Moussaoui tossed from jury selection four times
Published February 7, 2006
ALEXANDRIA, Va. - Proclaiming "I am al-Qaida," terrorist conspirator Zacarias Moussaoui disrupted the opening of his sentencing trial Monday and was tossed out of court as selection began for the jurors who will decide whether he lives or dies.
He disavowed his lawyers and pledged to testify on his own behalf in the trial that is to begin March 6.
An often volatile figure in his proceedings, Moussaoui was removed from the courtroom four separate times. "This trial is a circus," he declared. "I want to be heard." Of his lawyers, he said, "These people do not represent me."
After jury selection, expected to take a month, a penalty trial will determine whether the 37-year-old Frenchman of Moroccan descent, the only person in the United States charged in the Sept. 11, 2001, terrorist attacks, will be put to death or sentenced to life in prison.
He pleaded guilty in April to conspiring to fly planes into U.S. buildings but claims he had no role in the Sept. 11 plot.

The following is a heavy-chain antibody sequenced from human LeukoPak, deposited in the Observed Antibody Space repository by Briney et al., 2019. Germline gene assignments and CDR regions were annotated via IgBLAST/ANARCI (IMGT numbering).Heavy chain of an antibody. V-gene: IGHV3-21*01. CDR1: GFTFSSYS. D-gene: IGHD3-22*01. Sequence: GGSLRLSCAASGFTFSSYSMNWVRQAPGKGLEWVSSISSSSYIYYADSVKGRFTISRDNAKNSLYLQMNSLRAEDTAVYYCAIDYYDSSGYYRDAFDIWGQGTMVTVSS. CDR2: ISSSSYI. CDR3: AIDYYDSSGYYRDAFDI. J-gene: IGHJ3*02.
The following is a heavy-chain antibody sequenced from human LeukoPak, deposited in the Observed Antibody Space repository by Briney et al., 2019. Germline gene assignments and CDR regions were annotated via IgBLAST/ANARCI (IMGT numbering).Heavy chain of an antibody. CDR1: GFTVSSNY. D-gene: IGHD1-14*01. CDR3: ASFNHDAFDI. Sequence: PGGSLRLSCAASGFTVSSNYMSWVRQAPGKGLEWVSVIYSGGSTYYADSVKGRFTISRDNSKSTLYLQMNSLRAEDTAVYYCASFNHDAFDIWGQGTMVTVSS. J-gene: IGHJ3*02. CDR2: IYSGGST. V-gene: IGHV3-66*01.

U.S. District Judge Leonie M. Brinkema told the jury pool, "If any of you feel that outburst or the way he conducted himself might affect the way in which you would go about judging this case, you need to clearly put that statement on the jury questionnaire."
Moussaoui's first outburst, a minute into the proceedings, became the pattern for the day as each group of prospective jurors was brought in to answer an extensive questionnaire on their religious beliefs, cultural biases, group activities and much more.
Twice Moussaoui declared his allegiance to Osama bin Laden's terrorist network. "I will take the stand to tell the whole truth about my involvement," he said. "I am al-Qaida. They (his lawyers) are Americans. I'll have nothing to do with them."
Brinkema ordered marshals to take him from the courtroom; he went calmly each time.
Moussaoui was arrested on immigration charges Aug. 17, 2001, after arousing suspicion as he trained at a Minnesota flight school to fly 747 jets. He was still in custody when 19 hijackers flew two jets into the World Trade Center in New York, the Pentagon near Washington and a field in Pennsylvania, killing nearly 3,000 Americans in the nation's deadliest terrorist attack.
Prosecutors contend Moussaoui could have prevented the attacks by telling authorities about al-Qaida's designs. The defense argues that Moussaoui knew less about Sept. 11 than the government, citing investigations that turned up multiple missed opportunities that might have headed off the attacks.
[Last modified February 7, 2006, 01:13:13]
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